amphibious assault

May

8

1944

21st Panzer Division prepares for war in Normandy


8 May 1944: 21st Panzer Division prepares for war in Normandy

In addition, minefields were laid wherever airborne landings might be expected. We were somewhat concerned that the civilian population could move about freely. We even had to leave passages open in the minefields, so that the peasants could go about their business. Evacuation was not considered. Why should it be? We didn’t know, after all, where a landing might take place.

Apr

28

1944

Disaster as US ‘D-Day rehearsal’ is ambushed


28 April 1944: Disaster as US ‘D-Day rehearsal’ is ambushed

As the day closed, I was in Ike’s office when Beetle phoned on the intercommunication system to say that by E-boat action last night, we had two LSTs sunk and one damaged in the exercise. This happened off Lyme Bay—just where we had been. Casualties are estimated at 300 to 400. Beetle said this reduces our reserve of LSTs for the big show to zero.

Mar

2

1944

German propaganda seeks to divide the Allies


2 March 1944: German propaganda seeks to divide the Allies

The ‘accomplishments’ of this American leadership are indeed typically American: operations were insufficiently prepared and led to the most dreadful reverses for your troops. Your picked units were carelessly thrown into the battle. CERTAINLY, THE YANKS PLAYED YOU A NASTY TURN.

Feb

3

1944

Mopping up the last Japanese on Kwajalein


3 February 1944: Mopping up the last Japanese on Kwajalein

tank was way out in front of all the others, too far out front. About ten Japs ran out of a blockhouse and surrounded it, throwing hand grenades at it. The tank would have been done for except that another tank a good way behind could see what was going on through a break in the trees and wiped out the Japs with light machine gun fire.

Jan

31

1944

Operation Overlord is put back by a month


31 January 1944: Operation Overlord is put back by a month

promise of a month’s delay came as good news to the airmen, for the additional weeks would enable us to soften the enemy still more by bombing. Even the far-off Russians welcomed the change in plan. By June, spring thaws on the Eastern front would have dried sufficiently to permit resumption of the Red Army offensive.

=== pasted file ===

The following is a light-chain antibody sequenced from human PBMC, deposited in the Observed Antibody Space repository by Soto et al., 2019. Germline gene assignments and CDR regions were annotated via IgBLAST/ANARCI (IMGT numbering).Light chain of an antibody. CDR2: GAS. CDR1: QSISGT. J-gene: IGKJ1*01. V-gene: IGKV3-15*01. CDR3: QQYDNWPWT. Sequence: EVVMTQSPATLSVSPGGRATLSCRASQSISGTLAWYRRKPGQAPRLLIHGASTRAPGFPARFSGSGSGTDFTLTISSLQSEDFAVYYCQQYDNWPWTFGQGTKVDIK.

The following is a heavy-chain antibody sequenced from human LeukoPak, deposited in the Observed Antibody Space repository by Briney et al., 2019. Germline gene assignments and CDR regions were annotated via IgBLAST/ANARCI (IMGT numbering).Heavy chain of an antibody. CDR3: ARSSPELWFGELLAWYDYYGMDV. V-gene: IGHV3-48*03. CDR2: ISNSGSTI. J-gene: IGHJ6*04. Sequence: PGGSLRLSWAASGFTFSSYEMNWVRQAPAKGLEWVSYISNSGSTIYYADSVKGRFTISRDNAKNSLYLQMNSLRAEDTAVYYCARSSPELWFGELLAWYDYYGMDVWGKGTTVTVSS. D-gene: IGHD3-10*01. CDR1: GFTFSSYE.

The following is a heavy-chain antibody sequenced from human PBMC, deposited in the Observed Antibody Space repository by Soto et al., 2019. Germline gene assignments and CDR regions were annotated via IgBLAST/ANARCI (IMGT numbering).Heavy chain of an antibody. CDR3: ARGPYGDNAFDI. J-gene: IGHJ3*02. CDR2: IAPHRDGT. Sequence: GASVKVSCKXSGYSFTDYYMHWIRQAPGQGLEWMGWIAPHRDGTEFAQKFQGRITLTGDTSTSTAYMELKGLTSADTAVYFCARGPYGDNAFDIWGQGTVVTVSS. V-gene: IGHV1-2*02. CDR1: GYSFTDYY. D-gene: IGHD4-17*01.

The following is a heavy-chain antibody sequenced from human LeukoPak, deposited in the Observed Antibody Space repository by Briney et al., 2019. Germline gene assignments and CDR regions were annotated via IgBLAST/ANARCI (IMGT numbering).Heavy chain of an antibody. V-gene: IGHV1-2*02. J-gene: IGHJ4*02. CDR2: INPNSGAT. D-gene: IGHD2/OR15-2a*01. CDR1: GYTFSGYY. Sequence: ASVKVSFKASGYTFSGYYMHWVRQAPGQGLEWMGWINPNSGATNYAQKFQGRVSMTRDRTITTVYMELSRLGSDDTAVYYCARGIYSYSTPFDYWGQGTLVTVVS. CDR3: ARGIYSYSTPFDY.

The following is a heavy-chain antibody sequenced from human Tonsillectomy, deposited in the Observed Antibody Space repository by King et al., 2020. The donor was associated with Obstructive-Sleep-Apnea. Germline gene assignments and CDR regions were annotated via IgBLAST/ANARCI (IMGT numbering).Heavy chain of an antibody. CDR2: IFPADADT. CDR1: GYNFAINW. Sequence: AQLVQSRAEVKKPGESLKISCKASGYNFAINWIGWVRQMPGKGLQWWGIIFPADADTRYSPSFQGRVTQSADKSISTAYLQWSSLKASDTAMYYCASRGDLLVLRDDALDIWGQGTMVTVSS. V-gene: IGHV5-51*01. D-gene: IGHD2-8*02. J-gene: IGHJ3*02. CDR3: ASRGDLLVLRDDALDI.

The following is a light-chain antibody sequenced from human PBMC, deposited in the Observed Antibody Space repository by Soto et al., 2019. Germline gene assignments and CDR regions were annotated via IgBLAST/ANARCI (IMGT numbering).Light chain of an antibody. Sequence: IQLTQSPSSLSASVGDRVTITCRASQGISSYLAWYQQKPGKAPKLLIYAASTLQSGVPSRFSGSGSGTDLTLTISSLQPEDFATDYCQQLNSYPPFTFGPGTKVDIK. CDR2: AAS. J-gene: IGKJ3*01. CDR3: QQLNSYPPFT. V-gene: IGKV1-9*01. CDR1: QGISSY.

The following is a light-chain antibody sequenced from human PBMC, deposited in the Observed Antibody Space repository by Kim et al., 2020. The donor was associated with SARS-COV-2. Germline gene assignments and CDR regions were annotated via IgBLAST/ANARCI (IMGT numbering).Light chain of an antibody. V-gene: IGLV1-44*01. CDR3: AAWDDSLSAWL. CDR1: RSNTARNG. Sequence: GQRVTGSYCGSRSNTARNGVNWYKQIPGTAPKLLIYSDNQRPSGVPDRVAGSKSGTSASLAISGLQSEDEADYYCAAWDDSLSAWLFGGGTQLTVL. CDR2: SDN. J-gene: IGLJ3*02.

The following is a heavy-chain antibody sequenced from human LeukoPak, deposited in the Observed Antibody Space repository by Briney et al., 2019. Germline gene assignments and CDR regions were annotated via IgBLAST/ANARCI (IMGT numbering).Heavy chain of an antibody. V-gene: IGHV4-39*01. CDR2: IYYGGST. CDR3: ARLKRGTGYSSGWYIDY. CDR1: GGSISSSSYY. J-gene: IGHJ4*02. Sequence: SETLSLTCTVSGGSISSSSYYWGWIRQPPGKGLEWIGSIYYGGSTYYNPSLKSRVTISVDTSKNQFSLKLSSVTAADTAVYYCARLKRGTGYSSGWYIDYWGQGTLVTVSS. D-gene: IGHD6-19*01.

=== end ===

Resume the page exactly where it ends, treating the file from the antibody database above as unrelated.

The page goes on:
Jan

25

1944

The Germans begin to contain the Anzio beach head


25 January 1944: The Germans begin to contain the Anzio beach head

My Colonel returned with the tale that he had stood at the front surveying the terrain; all was quiet and the Alban Hills beckoned and it seemed he could have taken his walking stick and strolled towards them. It seemed that nothing in the world could stop a quick advance to seize the Alban Hills at a small price and that our objective would be achieved and consolidated. Everyone was geared up for the big race.

Jan

2

1944

US Marines at Cape Gloucester are dive bombed

2 January 1944: US Marines at
Cape Gloucester are dive bombed

Navar and I had been a little way from the gun position when we got the condition: “RED”. Our radar had picked up some incoming dive-bombers. You could always tell the Japanese bombers as they had a different sound to their engines and we ran over to our gun section. Everyone was in the slit trench and Navar and I couldn’t get in for lack of space. The bombs were starting to fall very close.

Dec

29

1943

The smell of death in the paradise of Bougainville


29th December 1943: US Marines face smell of death in the paradise of Bougainville

I always hated the feeling that we were destroying something really beautiful. Sometimes, when I was resting, I’d see monkeys come down from the trees. We men would feed them. During quiet periods, I often thought about those wonderful animals and flowers and wondered how they were going to survive the war. As a Navajo, I’d been taught to respect the earth, and the devastation made me feel sick.

Nov

22

1943

Tarawa – the fight for ‘Bonnyman’s Hill’


22nd November 1943: Tarawa – the fight for ‘Bonnyman’s Hill’

Withdrawing only to replenish his ammunition, he led his men in a renewed assault, fearlessly exposing himself to the merciless slash of hostile fire as he stormed the formidable bastion, directed the placement of demolition charges in both entrances and seized the top of the bombproof position, flushing more than 100 of the enemy who were instantly cut down, and effecting the annihilation of approximately 150 troops inside the emplacement.

Nov

21

1943

The second desperate day on Tarawa


21st November 1943: The second day on ‘Bloody Tarawa’

0600: One of the fresh battalions is coming in. Its Higgins boats are being hit before they pass the old hulk of a freighter seven hundred yards from shore. One boat blows up, then another. The survivors start swimming for shore, but machine-gun bullets dot the water all around them. Back of us the Marines have started an offensive to clean out the jap machine guns which are now firing at our men in the water.They evidently do not have much success, because there is no diminution of the fire that rips into the two dozen or more Higgins boats.